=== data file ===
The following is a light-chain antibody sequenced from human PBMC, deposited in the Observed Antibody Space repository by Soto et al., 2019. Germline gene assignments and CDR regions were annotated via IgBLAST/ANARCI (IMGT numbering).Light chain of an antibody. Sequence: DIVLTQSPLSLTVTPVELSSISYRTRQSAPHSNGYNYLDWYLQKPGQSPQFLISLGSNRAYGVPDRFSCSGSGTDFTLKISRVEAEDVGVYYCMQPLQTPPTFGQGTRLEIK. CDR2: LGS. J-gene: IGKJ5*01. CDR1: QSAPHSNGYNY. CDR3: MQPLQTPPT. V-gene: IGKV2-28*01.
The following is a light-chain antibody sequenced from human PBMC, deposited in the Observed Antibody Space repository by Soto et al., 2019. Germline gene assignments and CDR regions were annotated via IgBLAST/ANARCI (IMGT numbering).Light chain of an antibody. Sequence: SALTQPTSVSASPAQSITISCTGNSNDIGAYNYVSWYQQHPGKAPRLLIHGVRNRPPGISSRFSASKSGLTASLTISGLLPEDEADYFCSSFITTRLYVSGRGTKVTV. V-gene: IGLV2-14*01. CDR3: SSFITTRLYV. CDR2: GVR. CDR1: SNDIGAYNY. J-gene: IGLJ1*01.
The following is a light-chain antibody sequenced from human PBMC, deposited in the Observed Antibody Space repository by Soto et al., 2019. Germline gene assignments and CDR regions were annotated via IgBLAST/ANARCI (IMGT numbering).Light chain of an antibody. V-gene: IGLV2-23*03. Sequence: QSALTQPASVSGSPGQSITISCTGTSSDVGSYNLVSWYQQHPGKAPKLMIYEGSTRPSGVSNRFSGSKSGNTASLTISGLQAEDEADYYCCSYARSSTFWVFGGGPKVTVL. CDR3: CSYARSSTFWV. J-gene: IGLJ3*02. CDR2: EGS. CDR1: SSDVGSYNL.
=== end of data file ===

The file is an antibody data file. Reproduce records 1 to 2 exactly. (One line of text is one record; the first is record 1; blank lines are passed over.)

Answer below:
The following is a light-chain antibody sequenced from human PBMC, deposited in the Observed Antibody Space repository by Soto et al., 2019. Germline gene assignments and CDR regions were annotated via IgBLAST/ANARCI (IMGT numbering).Light chain of an antibody. Sequence: DIVLTQSPLSLTVTPVELSSISYRTRQSAPHSNGYNYLDWYLQKPGQSPQFLISLGSNRAYGVPDRFSCSGSGTDFTLKISRVEAEDVGVYYCMQPLQTPPTFGQGTRLEIK. CDR2: LGS. J-gene: IGKJ5*01. CDR1: QSAPHSNGYNY. CDR3: MQPLQTPPT. V-gene: IGKV2-28*01.
The following is a light-chain antibody sequenced from human PBMC, deposited in the Observed Antibody Space repository by Soto et al., 2019. Germline gene assignments and CDR regions were annotated via IgBLAST/ANARCI (IMGT numbering).Light chain of an antibody. Sequence: SALTQPTSVSASPAQSITISCTGNSNDIGAYNYVSWYQQHPGKAPRLLIHGVRNRPPGISSRFSASKSGLTASLTISGLLPEDEADYFCSSFITTRLYVSGRGTKVTV. V-gene: IGLV2-14*01. CDR3: SSFITTRLYV. CDR2: GVR. CDR1: SNDIGAYNY. J-gene: IGLJ1*01.